Saturday, November 1, 2014

Out-of-staters on the UW Board? Why?

Article 6, Section 15 of Wyoming’s Constitution establishes qualifications for election or appointment to public office. “No person except a qualified elector shall be elected or appointed to any civil or military office in the state.”
On election day voters will be asked whether the University of Wyoming board of trustees should be exempt from that 125 year-old requirement. The legislature proposes allowing the governor to appoint non-residents to twenty percent of the board chairs.
This may be as bad an idea as it was to have originally located our only university in the far corner of such a vast state, isolating it geographically from most Wyoming residents. That geographic isolation may partially explain the alienation so many residents feel about the school. But that decision, as they say, is cast in concrete as well as enshrined in the Wyoming Constitution. Choices about qualifications for trustees, on the other hand, are simply in the constitution.
Given current questions about the direction the University is taking, this isn’t the time to open the door to big-moneyed, influential out-of-state interests in managing the affairs of the university.
Proponents of the amendment argue this change gives Wyoming an opportunity to add wealthy business leaders from other parts of the United States to the UW governing body. The say there are a lot of influential, bright people beyond our borders whose expertise would enhance the University’s national prestige.
Those are the very arguments that persuade me this amendment should be defeated. The university already suffers from the weight of influential people moving the school in a direction that serves selfish economic interests. I don’t see the governor and the school’s leadership searching the country for the best and the brightest academicians or people with genuine interests in making the school a place that respects academic freedom.
They will do what Willy Sutton did. Go where the money is. The University in its current mindset will likely fill these positions with big name, high-dollar people with ties to the mining industry and the polluter class. They will be people who further the goals of the current leadership to keep Wyoming a safe place for those who deny climate change and seek to keep the extractive industries on life-support.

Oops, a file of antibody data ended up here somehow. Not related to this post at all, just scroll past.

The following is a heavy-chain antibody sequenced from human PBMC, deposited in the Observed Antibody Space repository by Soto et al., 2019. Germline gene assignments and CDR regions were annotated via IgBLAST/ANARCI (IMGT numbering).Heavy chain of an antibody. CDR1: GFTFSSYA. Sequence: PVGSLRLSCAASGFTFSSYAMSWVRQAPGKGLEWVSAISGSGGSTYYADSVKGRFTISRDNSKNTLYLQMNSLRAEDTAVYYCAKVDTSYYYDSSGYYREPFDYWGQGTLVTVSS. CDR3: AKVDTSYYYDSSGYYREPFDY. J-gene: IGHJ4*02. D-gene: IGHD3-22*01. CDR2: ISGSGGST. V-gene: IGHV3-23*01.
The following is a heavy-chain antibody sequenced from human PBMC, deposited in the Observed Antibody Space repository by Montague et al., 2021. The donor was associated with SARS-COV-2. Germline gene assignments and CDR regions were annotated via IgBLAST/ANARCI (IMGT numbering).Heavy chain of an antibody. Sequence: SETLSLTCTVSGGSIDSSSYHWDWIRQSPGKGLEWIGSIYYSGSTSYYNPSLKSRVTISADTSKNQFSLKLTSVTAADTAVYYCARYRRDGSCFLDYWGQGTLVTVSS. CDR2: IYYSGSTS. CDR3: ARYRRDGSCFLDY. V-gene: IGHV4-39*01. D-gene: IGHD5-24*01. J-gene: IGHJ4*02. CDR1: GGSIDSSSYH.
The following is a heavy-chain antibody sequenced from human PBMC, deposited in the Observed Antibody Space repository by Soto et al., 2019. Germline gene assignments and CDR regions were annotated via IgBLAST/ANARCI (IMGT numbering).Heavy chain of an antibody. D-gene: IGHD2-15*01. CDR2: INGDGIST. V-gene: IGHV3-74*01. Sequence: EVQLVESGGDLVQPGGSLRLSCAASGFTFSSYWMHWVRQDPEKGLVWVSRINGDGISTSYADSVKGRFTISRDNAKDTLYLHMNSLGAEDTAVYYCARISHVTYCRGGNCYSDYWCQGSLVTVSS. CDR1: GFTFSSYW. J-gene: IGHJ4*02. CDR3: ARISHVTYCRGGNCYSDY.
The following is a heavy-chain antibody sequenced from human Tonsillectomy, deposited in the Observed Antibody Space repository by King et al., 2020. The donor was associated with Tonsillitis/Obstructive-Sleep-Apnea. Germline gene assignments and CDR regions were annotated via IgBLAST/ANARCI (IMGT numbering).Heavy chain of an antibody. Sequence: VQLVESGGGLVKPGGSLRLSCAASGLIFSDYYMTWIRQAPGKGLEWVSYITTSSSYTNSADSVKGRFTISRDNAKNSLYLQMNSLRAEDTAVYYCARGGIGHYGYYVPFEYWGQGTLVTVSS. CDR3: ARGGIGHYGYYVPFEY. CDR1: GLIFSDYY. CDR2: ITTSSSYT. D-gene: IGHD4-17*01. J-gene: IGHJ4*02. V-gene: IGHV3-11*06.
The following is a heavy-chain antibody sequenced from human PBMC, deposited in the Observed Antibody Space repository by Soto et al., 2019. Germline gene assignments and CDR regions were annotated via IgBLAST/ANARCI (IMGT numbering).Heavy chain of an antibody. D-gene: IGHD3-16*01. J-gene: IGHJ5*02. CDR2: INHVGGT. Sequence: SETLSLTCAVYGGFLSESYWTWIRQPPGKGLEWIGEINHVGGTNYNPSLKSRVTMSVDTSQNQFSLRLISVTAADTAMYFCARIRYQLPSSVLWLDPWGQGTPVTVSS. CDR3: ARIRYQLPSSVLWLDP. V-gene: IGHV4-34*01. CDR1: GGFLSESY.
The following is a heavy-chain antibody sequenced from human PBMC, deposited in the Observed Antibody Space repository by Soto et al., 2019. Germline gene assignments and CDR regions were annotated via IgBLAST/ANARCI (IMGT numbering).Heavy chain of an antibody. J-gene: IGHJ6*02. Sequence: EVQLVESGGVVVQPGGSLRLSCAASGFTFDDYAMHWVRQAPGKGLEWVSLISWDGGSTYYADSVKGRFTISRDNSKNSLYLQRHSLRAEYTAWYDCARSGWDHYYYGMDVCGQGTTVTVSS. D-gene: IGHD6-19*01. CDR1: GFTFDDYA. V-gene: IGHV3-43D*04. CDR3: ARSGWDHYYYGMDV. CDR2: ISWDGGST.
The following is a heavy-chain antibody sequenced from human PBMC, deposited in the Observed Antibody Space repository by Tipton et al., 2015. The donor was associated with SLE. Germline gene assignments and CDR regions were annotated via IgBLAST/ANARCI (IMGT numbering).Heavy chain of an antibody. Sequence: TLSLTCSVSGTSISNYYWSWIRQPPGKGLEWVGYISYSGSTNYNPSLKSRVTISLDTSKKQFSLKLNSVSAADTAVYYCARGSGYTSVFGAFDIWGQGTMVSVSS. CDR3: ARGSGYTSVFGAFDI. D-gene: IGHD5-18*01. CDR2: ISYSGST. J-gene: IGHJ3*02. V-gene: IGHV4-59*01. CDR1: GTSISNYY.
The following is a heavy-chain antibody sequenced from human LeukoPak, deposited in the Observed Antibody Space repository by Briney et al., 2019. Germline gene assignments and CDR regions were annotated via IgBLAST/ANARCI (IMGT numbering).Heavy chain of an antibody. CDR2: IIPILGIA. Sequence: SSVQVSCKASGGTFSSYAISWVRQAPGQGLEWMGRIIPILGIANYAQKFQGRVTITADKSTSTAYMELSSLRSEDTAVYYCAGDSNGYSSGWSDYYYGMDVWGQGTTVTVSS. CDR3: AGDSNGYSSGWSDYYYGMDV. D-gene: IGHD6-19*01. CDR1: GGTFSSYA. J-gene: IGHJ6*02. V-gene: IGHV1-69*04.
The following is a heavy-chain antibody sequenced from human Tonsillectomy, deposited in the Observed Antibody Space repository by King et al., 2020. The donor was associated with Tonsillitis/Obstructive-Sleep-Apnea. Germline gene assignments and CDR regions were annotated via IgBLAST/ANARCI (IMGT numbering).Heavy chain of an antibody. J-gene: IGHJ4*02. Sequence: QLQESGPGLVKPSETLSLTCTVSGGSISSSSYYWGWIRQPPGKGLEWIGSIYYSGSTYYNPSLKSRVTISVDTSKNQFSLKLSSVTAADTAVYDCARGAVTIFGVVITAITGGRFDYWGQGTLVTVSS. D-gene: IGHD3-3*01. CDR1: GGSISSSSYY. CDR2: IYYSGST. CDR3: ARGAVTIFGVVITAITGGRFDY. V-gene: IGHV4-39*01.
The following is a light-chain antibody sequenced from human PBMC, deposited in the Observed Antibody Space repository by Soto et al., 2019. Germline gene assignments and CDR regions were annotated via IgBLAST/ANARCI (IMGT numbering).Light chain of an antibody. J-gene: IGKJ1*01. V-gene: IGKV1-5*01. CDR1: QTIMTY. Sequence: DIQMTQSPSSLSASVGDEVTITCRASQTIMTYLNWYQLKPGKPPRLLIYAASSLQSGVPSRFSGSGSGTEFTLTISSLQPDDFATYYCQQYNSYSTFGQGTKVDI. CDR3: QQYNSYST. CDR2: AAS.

The most important job trustees have is selecting a top-notch university president and holding him or her accountable. What would appointees from out-of-state add to that mission that cannot be better accomplished by people who have made enough of a commitment to Wyoming to actually call it home?
The complaint most widely heard across the state is that the University of Wyoming is not sufficiently connected to the rest of the state, that it exhibits an insufficient interest in assisting communities with the real problems that confront them. It is hard for me to see how adding non-residents to the board of trustees will not widen that perception while giving it greater credence.
UW historian Phil Roberts calls it “reverse snobbery,” i.e. an indication from the legislature that Wyoming people are simply incapable of managing the school’s affairs without out-of-state genius.
Arguing against the amendment causes me some discomfort. I find it objectionable when longtime residents reject the ideas of newcomers out-of-hand. But this situation is different.
The language of the amendment does not require the appointee ever resided in Wyoming, much less attended the University of Wyoming. These are people who may never have lived in Wyoming. If they did, they made a choice to build their businesses and lives somewhere else.
The governor should be looking in another direction, setting sites set on a wider range of Wyoming people who know the state, have made a life commitment to it, and grasp what it means to connect the university to a wider set of personal and professional aspirations.

Adding non-resident members to the UW board is an answer to questions that shouldn’t even be asked. Wyoming people can best answer the questions that should be asked about the University.

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